Over at the Chant Café they have the text of the address by Msgr. Andrew Wadsworth, Executive Secretary of ICEL, at the meeting of the Church Music Association of America. There are a number of interesting features (not least of which is the quotation from Pope Benedict, which I read as a pretty ringing endorsement of the official reform of the Consilium), but I wanted to focus on the list he gives after quoting Pope Benedict’s comment, ”it is equally clear that there have been many misunderstandings and irregularities.” I think this is a pretty standard list of criticisms in some quarters and are worth commenting on.
A sense of the communion of the Church has become limited to local communities that are in many ways self-selecting – many Catholics have a poor understanding of what it means to belong to the Universal Church but a highly developed understanding of what it means to belong to a self-selecting parish community of people like themselves.
- At least in the US, homogeneous parishes are hardly a post-conciliar phenomenon. We have long had ethnic parishes, which could be as insular as as anything today, and were often as much a matter of Irish or Italian or German identity as they were about being a part of the wider Church.
- Has Summorum Pontificum added a new layer to the phenomenon of “identity liturgy” (the ecclesiastical equivalent of identity politics)? Would Msgr. Wadsworth agree that the “stable groups” who request the 1962 Missal, not to mention those parishes and religious orders dedicated exclusively to that liturgy, are at risk of becoming “a self-selecting parish community of people like themselves”?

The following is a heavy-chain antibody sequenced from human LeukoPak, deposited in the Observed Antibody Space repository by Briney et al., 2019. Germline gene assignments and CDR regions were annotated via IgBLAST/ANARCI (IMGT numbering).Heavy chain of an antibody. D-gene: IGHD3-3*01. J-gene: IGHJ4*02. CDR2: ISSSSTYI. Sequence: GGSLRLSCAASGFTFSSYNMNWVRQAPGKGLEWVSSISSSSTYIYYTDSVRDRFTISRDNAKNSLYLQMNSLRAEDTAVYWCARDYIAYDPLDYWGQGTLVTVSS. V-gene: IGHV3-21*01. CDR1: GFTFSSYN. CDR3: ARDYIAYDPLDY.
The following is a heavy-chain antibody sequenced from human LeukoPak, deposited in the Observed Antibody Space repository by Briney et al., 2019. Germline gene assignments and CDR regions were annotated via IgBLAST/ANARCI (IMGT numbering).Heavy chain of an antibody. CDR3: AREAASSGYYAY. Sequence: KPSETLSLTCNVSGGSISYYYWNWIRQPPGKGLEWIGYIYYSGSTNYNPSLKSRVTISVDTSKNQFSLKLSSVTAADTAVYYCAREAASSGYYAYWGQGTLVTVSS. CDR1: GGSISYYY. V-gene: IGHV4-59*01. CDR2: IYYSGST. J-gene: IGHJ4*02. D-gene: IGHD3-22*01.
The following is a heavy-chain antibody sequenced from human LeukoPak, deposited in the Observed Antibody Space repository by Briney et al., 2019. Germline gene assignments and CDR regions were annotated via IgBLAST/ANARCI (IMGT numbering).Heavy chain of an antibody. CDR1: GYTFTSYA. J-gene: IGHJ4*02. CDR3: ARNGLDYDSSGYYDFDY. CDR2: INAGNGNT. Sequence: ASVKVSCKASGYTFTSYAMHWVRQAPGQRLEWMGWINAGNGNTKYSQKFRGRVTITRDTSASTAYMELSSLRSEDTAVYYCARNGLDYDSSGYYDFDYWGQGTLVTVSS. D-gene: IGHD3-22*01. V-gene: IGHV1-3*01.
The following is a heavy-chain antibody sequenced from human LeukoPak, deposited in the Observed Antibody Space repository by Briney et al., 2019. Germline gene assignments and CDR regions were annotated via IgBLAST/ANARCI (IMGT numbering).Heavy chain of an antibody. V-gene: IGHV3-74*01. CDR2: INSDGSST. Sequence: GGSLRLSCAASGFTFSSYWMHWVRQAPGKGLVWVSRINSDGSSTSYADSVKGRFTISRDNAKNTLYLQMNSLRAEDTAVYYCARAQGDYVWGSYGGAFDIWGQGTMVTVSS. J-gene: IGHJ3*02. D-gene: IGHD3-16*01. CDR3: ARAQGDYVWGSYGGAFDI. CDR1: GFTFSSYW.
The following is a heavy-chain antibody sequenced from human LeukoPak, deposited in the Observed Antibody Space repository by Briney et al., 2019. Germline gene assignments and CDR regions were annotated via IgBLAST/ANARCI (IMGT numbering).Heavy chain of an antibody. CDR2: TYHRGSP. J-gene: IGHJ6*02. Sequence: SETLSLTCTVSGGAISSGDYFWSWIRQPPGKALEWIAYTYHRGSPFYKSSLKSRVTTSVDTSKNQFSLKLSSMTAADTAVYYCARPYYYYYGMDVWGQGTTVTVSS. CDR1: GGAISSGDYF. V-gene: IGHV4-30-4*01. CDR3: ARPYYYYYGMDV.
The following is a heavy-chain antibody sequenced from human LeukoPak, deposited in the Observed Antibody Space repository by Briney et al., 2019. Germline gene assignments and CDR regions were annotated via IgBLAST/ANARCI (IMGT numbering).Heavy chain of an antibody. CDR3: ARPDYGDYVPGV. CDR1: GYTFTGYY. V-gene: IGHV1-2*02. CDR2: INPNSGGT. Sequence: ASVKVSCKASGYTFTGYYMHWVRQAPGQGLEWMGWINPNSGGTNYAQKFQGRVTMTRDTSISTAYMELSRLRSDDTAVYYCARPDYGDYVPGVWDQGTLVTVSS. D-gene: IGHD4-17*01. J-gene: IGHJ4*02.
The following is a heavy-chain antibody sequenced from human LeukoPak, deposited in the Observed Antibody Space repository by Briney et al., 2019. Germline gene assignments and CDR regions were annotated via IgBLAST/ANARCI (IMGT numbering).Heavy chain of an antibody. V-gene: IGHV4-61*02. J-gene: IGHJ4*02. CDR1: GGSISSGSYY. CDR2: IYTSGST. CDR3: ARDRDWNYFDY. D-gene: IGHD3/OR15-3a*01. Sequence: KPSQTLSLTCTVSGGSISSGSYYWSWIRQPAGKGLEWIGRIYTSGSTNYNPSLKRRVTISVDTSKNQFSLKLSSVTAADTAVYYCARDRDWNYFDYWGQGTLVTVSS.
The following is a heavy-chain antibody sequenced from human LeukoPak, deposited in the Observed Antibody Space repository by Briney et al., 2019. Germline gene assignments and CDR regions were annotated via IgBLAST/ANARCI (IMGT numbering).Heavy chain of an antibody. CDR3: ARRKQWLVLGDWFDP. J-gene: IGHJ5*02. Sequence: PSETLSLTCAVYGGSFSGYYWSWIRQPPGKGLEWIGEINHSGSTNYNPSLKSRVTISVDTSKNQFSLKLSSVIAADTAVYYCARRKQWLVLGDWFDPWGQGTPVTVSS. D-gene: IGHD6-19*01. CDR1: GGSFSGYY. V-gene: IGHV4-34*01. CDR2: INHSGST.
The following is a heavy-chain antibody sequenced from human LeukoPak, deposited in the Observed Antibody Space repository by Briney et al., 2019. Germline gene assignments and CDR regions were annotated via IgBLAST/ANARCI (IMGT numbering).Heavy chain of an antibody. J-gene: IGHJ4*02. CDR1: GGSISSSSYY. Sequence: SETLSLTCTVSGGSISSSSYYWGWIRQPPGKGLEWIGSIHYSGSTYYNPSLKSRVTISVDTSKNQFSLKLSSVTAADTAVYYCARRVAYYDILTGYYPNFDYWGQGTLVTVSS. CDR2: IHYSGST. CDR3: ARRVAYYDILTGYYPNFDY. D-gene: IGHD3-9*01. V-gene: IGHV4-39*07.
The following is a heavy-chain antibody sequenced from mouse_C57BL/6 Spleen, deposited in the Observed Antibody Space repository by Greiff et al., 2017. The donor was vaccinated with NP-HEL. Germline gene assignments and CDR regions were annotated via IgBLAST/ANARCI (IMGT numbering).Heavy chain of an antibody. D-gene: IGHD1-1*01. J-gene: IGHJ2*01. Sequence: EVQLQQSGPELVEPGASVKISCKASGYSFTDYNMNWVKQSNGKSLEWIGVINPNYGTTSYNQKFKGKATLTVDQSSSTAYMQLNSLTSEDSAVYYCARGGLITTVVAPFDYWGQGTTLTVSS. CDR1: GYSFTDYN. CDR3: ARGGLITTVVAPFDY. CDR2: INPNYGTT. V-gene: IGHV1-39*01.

Any notion of the shape of the Liturgical year has been greatly lessened by an ironing-out of those features which characterized the distinctive seasons of the year.
The universal tendency to ignore sung propers and to substitute non-liturgical alternatives.
The transference of Solemnities which are holydays of obligation to Sundays destroys the internal dynamics of the liturgical cycle e.g. The Epiphany and The Ascension.
The frequent tendency to gloss or paraphrase the liturgical texts, supplying continuous commentary, has contributed to an improvised or spontaneous character in much liturgical celebration.
The multiplication of liturgical ‘ministries’ has led to considerable confusion and error concerning the relationship between the ministerial priesthood and the common priesthood of the baptized.
The liturgy often seems to have the quality of a performance with the priest and liturgical ministers cast in the roles of performers and behaving accordingly. Consequently, congregations are often expecting to be ‘entertained’ rather as spectators might be at a theatre.
The manner of the distribution and reception of Holy Communion (including the appropriateness of one’s reception of Communion at a particular Mass) has led to a casual disregard for this great Sacrament.
A proliferation of Communion Services presided over by lay people has resulted in a lessening of the sense of the importance of the Eucharistic sacrifice.
The appalling banality of much liturgical music and the lack of any true liturgical spirit in the use of music in the liturgy has been a primary generating force in anti-liturgical culture.